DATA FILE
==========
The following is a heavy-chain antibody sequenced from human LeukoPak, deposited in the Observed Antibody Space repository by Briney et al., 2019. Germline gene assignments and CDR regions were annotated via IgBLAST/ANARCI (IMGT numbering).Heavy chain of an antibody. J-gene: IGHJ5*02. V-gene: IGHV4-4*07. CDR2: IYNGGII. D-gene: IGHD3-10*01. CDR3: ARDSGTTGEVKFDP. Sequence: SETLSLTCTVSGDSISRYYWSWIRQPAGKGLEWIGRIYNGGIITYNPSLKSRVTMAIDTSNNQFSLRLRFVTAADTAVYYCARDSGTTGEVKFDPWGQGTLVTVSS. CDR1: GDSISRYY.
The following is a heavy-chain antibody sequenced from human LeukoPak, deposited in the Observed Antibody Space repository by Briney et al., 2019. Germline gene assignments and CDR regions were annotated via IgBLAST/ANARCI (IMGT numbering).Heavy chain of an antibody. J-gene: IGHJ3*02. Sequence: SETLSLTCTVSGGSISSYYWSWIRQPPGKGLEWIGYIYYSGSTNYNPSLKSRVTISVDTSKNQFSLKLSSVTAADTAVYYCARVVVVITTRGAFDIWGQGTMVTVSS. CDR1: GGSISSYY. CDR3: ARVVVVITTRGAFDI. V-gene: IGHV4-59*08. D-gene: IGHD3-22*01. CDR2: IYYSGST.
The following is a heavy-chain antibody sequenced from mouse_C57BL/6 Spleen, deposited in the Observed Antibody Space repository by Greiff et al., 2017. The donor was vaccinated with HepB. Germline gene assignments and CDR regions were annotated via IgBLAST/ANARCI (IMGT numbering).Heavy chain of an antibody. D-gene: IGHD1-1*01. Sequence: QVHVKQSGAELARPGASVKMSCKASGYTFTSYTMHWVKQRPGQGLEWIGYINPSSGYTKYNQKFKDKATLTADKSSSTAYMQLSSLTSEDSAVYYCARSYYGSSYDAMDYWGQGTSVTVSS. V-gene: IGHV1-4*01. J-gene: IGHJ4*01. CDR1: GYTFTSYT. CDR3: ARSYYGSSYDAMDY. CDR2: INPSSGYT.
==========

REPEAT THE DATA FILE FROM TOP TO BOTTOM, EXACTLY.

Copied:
The following is a heavy-chain antibody sequenced from human LeukoPak, deposited in the Observed Antibody Space repository by Briney et al., 2019. Germline gene assignments and CDR regions were annotated via IgBLAST/ANARCI (IMGT numbering).Heavy chain of an antibody. J-gene: IGHJ5*02. V-gene: IGHV4-4*07. CDR2: IYNGGII. D-gene: IGHD3-10*01. CDR3: ARDSGTTGEVKFDP. Sequence: SETLSLTCTVSGDSISRYYWSWIRQPAGKGLEWIGRIYNGGIITYNPSLKSRVTMAIDTSNNQFSLRLRFVTAADTAVYYCARDSGTTGEVKFDPWGQGTLVTVSS. CDR1: GDSISRYY.
The following is a heavy-chain antibody sequenced from human LeukoPak, deposited in the Observed Antibody Space repository by Briney et al., 2019. Germline gene assignments and CDR regions were annotated via IgBLAST/ANARCI (IMGT numbering).Heavy chain of an antibody. J-gene: IGHJ3*02. Sequence: SETLSLTCTVSGGSISSYYWSWIRQPPGKGLEWIGYIYYSGSTNYNPSLKSRVTISVDTSKNQFSLKLSSVTAADTAVYYCARVVVVITTRGAFDIWGQGTMVTVSS. CDR1: GGSISSYY. CDR3: ARVVVVITTRGAFDI. V-gene: IGHV4-59*08. D-gene: IGHD3-22*01. CDR2: IYYSGST.
The following is a heavy-chain antibody sequenced from mouse_C57BL/6 Spleen, deposited in the Observed Antibody Space repository by Greiff et al., 2017. The donor was vaccinated with HepB. Germline gene assignments and CDR regions were annotated via IgBLAST/ANARCI (IMGT numbering).Heavy chain of an antibody. D-gene: IGHD1-1*01. Sequence: QVHVKQSGAELARPGASVKMSCKASGYTFTSYTMHWVKQRPGQGLEWIGYINPSSGYTKYNQKFKDKATLTADKSSSTAYMQLSSLTSEDSAVYYCARSYYGSSYDAMDYWGQGTSVTVSS. V-gene: IGHV1-4*01. J-gene: IGHJ4*01. CDR1: GYTFTSYT. CDR3: ARSYYGSSYDAMDY. CDR2: INPSSGYT.